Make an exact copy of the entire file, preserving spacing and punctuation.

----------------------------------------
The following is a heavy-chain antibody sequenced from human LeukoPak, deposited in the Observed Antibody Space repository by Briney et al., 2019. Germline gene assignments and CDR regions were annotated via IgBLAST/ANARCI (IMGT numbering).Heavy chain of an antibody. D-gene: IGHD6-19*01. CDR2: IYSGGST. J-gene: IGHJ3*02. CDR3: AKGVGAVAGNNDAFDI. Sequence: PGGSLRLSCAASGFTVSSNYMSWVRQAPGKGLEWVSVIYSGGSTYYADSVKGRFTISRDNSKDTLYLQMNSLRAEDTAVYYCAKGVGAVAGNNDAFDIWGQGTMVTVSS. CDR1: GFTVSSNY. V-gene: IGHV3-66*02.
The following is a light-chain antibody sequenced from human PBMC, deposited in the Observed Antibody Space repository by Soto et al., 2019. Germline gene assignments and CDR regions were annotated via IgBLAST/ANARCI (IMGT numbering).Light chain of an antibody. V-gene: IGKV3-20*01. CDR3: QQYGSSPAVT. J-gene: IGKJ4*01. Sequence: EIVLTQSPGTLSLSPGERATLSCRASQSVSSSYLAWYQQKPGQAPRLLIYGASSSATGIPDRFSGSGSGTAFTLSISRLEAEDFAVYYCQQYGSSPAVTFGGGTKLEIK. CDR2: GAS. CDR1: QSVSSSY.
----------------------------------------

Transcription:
The following is a heavy-chain antibody sequenced from human LeukoPak, deposited in the Observed Antibody Space repository by Briney et al., 2019. Germline gene assignments and CDR regions were annotated via IgBLAST/ANARCI (IMGT numbering).Heavy chain of an antibody. D-gene: IGHD6-19*01. CDR2: IYSGGST. J-gene: IGHJ3*02. CDR3: AKGVGAVAGNNDAFDI. Sequence: PGGSLRLSCAASGFTVSSNYMSWVRQAPGKGLEWVSVIYSGGSTYYADSVKGRFTISRDNSKDTLYLQMNSLRAEDTAVYYCAKGVGAVAGNNDAFDIWGQGTMVTVSS. CDR1: GFTVSSNY. V-gene: IGHV3-66*02.
The following is a light-chain antibody sequenced from human PBMC, deposited in the Observed Antibody Space repository by Soto et al., 2019. Germline gene assignments and CDR regions were annotated via IgBLAST/ANARCI (IMGT numbering).Light chain of an antibody. V-gene: IGKV3-20*01. CDR3: QQYGSSPAVT. J-gene: IGKJ4*01. Sequence: EIVLTQSPGTLSLSPGERATLSCRASQSVSSSYLAWYQQKPGQAPRLLIYGASSSATGIPDRFSGSGSGTAFTLSISRLEAEDFAVYYCQQYGSSPAVTFGGGTKLEIK. CDR2: GAS. CDR1: QSVSSSY.